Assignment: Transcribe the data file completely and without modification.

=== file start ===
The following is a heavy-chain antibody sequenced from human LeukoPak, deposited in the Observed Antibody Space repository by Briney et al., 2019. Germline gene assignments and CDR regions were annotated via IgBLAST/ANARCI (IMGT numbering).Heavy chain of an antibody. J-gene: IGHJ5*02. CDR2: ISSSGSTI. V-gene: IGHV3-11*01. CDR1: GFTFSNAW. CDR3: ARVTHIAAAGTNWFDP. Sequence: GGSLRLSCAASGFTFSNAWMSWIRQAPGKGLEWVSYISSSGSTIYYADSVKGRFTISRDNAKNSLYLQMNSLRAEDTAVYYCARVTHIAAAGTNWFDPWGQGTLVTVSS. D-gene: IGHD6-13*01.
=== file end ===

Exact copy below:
The following is a heavy-chain antibody sequenced from human LeukoPak, deposited in the Observed Antibody Space repository by Briney et al., 2019. Germline gene assignments and CDR regions were annotated via IgBLAST/ANARCI (IMGT numbering).Heavy chain of an antibody. J-gene: IGHJ5*02. CDR2: ISSSGSTI. V-gene: IGHV3-11*01. CDR1: GFTFSNAW. CDR3: ARVTHIAAAGTNWFDP. Sequence: GGSLRLSCAASGFTFSNAWMSWIRQAPGKGLEWVSYISSSGSTIYYADSVKGRFTISRDNAKNSLYLQMNSLRAEDTAVYYCARVTHIAAAGTNWFDPWGQGTLVTVSS. D-gene: IGHD6-13*01.